What is the arrangement with universities and clothing suppliers? For Michigan, Nike used to be the sole supplier, now it is Adidas (I think). I would suspect the arrangement is one of exclusivity. If that is the case, wouldn't that also be anti-competitive? Away from sports, universities work similar arrangement with soft drink suppliers, often with substantial dollars in contributions involved. Also anti-competitive it would seem.
Then there is the BCS.
This is totally unrelated to what Michigan does. Just like the airlines aren't allowed to set prices together, the lawsuit is alleging that, since they are multiple entities, the NFL teams aren't allowed to negotiate together and choose one supplier.
Individual entities like the university are always allowed to negotiate contracts like this. What the NFL is doing (if you take the opposing viewpoint) is as if the NCAA said "we've negotiated with Nike and all NCAA schools use Nike gear."
Hopefully if this goes American Needle's way it would blow up their EA Sports deal as well, then maybe there would be a football game worth buying. Would that happen? Or would a ruling in American Needle's favor just affect the Reebok deal?
It wouldn't affect Madden. Madden gets their license from the players association because they need the players names, it really has nothing to do with the league. It would affect a lot of other deals though that are directly with the league.
You know, I really fucking hate what The Washington Post has become. It and the NYT were once the two pillars of print journalism in the country, if not the world, and it has died such a fucking ugly death that it just makes me furious. Business section: gone. Book World: gone. Health and Technology are now one section. And as of November, every last domestic bureau is closed. Unique and insightful articles like this are but a shadow of what the Post used to deliver on a daily basis.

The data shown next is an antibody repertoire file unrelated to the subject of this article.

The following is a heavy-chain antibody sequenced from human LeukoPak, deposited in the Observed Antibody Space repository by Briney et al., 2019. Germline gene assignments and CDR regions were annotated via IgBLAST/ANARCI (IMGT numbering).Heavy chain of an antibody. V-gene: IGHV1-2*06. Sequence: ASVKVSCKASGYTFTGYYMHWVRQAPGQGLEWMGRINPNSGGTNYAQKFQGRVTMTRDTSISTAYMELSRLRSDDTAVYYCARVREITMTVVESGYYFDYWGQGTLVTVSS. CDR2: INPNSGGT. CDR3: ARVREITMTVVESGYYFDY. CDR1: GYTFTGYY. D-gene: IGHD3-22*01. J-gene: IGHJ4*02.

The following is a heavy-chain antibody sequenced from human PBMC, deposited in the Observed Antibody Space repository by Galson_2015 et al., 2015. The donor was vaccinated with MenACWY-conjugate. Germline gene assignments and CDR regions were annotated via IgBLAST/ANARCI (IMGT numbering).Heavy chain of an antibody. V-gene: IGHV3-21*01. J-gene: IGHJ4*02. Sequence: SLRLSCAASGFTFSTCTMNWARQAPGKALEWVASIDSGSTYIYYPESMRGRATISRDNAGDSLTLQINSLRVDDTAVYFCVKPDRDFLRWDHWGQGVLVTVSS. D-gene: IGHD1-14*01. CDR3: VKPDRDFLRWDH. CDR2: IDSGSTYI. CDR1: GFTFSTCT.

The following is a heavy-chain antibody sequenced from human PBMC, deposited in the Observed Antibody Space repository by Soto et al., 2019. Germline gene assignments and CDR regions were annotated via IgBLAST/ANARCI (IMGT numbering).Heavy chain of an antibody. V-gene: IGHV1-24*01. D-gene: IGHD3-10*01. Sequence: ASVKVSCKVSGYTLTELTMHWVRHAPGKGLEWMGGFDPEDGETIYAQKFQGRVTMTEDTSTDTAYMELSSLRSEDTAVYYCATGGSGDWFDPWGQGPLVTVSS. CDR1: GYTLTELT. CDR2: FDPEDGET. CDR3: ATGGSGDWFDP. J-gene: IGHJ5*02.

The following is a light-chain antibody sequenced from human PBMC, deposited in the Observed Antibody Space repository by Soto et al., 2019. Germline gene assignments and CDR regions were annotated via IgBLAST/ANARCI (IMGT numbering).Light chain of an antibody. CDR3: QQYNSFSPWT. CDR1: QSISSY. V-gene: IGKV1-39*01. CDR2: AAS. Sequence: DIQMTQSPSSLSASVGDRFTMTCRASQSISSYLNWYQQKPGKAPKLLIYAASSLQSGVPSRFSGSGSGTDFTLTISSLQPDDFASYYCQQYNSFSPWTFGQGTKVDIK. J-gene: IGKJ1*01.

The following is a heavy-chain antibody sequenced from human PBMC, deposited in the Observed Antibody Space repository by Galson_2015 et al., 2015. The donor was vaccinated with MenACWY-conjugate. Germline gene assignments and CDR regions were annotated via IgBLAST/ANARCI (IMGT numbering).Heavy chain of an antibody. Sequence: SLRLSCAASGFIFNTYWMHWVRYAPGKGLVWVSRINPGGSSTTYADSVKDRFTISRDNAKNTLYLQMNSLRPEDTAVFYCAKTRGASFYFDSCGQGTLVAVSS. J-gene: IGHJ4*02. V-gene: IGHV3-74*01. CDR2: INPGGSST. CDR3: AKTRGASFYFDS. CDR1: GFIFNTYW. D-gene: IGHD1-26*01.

It pisses me off, man.
The way things are going with print journalism, be happy that any papers exist. The long term prognosis is very ugly.
People on here actually care about the wholesale hacking-to-death that has happened to the national papers' book review sections.
The biggest problem that I see is that while some blogs (hi, MGoBrian!) fulfill a niche need, others subsist largely by commenting on and expanding upon the output of traditional media. I worry about us not having reporters to go out in the field and dig up the stories that then circulate on the Internet.
My home paper, the Milwaukee Journal-Sentinel, is an amalgam of two papers that existed concurrently until the early-mid 1990s. Now, a city that once could sustain two thoughtful, well-written papers has one thin little wisp of a paper. They run some great series, but readership is dying.
It's a race to see which will be the first major American city without a daily paper.
is the Bob Dylan of the NFL. Plus it is amazingly fun to say his name in a Bob Dylan voice
Drew's mom is a very accomplished attorney from Austin. Not only is Drew a bright guy in his own right, I am not surprised that he would be reasonably informed about anti-trust issues (for a layman).
... Drew's mommy did his homework for him? ;-]
Nice to see the product of a Big 10 degree; some thoughtful analysis there.